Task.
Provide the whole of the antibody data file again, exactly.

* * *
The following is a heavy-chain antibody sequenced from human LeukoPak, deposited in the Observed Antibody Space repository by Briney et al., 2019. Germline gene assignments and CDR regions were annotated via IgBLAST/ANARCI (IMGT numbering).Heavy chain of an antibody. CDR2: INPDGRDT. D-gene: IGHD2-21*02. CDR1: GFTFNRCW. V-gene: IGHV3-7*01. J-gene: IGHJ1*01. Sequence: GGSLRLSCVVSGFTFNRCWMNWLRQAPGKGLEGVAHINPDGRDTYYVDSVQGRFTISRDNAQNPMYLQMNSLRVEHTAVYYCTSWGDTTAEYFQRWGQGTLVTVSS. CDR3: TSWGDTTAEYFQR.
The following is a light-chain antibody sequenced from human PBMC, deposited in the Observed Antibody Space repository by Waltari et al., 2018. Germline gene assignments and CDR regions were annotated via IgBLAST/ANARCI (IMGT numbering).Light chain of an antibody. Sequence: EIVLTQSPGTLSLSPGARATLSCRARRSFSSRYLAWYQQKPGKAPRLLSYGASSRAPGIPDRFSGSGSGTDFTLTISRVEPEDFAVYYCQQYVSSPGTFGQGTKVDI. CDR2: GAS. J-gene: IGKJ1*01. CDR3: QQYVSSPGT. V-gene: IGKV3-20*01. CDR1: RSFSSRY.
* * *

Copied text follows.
The following is a heavy-chain antibody sequenced from human LeukoPak, deposited in the Observed Antibody Space repository by Briney et al., 2019. Germline gene assignments and CDR regions were annotated via IgBLAST/ANARCI (IMGT numbering).Heavy chain of an antibody. CDR2: INPDGRDT. D-gene: IGHD2-21*02. CDR1: GFTFNRCW. V-gene: IGHV3-7*01. J-gene: IGHJ1*01. Sequence: GGSLRLSCVVSGFTFNRCWMNWLRQAPGKGLEGVAHINPDGRDTYYVDSVQGRFTISRDNAQNPMYLQMNSLRVEHTAVYYCTSWGDTTAEYFQRWGQGTLVTVSS. CDR3: TSWGDTTAEYFQR.
The following is a light-chain antibody sequenced from human PBMC, deposited in the Observed Antibody Space repository by Waltari et al., 2018. Germline gene assignments and CDR regions were annotated via IgBLAST/ANARCI (IMGT numbering).Light chain of an antibody. Sequence: EIVLTQSPGTLSLSPGARATLSCRARRSFSSRYLAWYQQKPGKAPRLLSYGASSRAPGIPDRFSGSGSGTDFTLTISRVEPEDFAVYYCQQYVSSPGTFGQGTKVDI. CDR2: GAS. J-gene: IGKJ1*01. CDR3: QQYVSSPGT. V-gene: IGKV3-20*01. CDR1: RSFSSRY.